Air Force One's vapor trails away from Oahu had hardly evaporated, when legions of hungry pilots hustled out to Makapuu for some well needed airtime. This Sunday, Makapuu really gave it up for all us emus (flightless birds). The air when I arrived at the lookout was packed with all things flying: hang gliders, paragliders, tandems, RC planes and drones. The day looked awesome, with a high cloudbase covering the top, and a light NNE breeze to provide smooth lift. It had all the makings of a great day to head downrange.
I dropped the wife on the beach at Makapuu and ran up to the lookout, where all my flying friends were getting ready. I was so excited to actually fly my XC glider, as my M6 had hardly seen any daylight in 2015. Off I climbed, half waiting for someone to fly with, but it seemed everyone else was waiting for everyone else. So off I went to check things out downrange and it was just perfect, slightly north, but light and easy.
As I rounded the Pali, from Maunawili, I spotted a hiker at my altitude, about 2000 feet, climbing down a crazy steep spine, with even scarier terrain below him. I was close enough that I told him that it looked pretty nuts. He laughed and took my picture. On my way back two hours later I saw the Fire Rescue truck looking for someone in that area, but fortunately it wasn't that guy.
I was flying with my new instrument, the Naviter Oudie, that I had picked up from Jorge months ago, never having a decent day to fly with it. Well that thing is smarter than me. While we are pretty sure there are no Class D airspace restrictions on Sunday, my instrument told me when I was in the airspace circle or above the ceiling of 2500 feet. While I always knew that you had to stay high above Haiku Stairs to stay out of the airspace, I found that you have to pretty much pin yourself against the ridge on the Temple Valley side. Really challenging to avoid, if you choose to do so, or if you even care about those things. [Editor's note: we officially care about those things.]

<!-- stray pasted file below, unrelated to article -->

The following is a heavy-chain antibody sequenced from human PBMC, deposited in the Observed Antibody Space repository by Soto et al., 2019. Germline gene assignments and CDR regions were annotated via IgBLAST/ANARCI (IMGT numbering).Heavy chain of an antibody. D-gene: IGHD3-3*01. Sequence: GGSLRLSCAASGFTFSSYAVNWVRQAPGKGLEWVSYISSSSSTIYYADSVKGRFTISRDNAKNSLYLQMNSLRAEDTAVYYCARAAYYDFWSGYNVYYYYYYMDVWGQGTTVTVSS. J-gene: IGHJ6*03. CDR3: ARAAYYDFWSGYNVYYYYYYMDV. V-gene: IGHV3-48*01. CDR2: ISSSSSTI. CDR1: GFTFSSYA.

By Waiahole, the lift was sparser, and Alex and the gang were catching up. I headed over behind the Pyramid, thinking I might slide through Boogaland, but the clouds were lower and mist was falling, and I was bucking the north wind going into Tiger country. So I turned around to head back and met up with Alex. He was still headed my way so I turned again to give Boogas another look. But again the mist was falling and the north wind was in my face, so I turned back to Makapuu for good. There was a lot of chatter on the radio about pilots being cold and having to pee, which inspired me to pee from my pod for the first time. It actually worked really well in the smooth air, with minimal splatter; I was now warmer and ready for more. I guess everyone headed back at the same time, because where there had been at least a dozen pilots following behind me on the ridge, I passed no one on the way back. From the Pali on, I was into the speedbar. It is cool how much faster the return often is, with a bit of north wind, and knowing where all the day's lift is to be found.
When I returned to Makapuu, Kim called to tell me she was waiting for me. The whole day I was trying to throw hints that she should just head home and leave me to my 'slight' flying addiction. It was only 4 pm, and I was thinking I might sneak in an additional Pyramid and back speed run in the two hours before dark, which in the XC league would give me a respectable 80 mile flight. But the wife and the large party at the LZ drew me in, and I headed in for a beer and hijinks with flying friends.
There were many stories of the day: Maui Tim ended up in Maunawili at the golf course; JK went the Olomana way and spent 45 minutes scratching to get up; Gaza was flying far and freezing in his M6. The stories were flying as well as the beer bottles.
Great fun! I can't wait for more days like this.
Monday was reportedly great: Slacker flew to the Mac Farm, and Thom flew to Punaluu and back to land at Kahana, both flights starting from Makapuu. The eastside XCers are getting fired up after a long layoff. It is already a better year than 2015.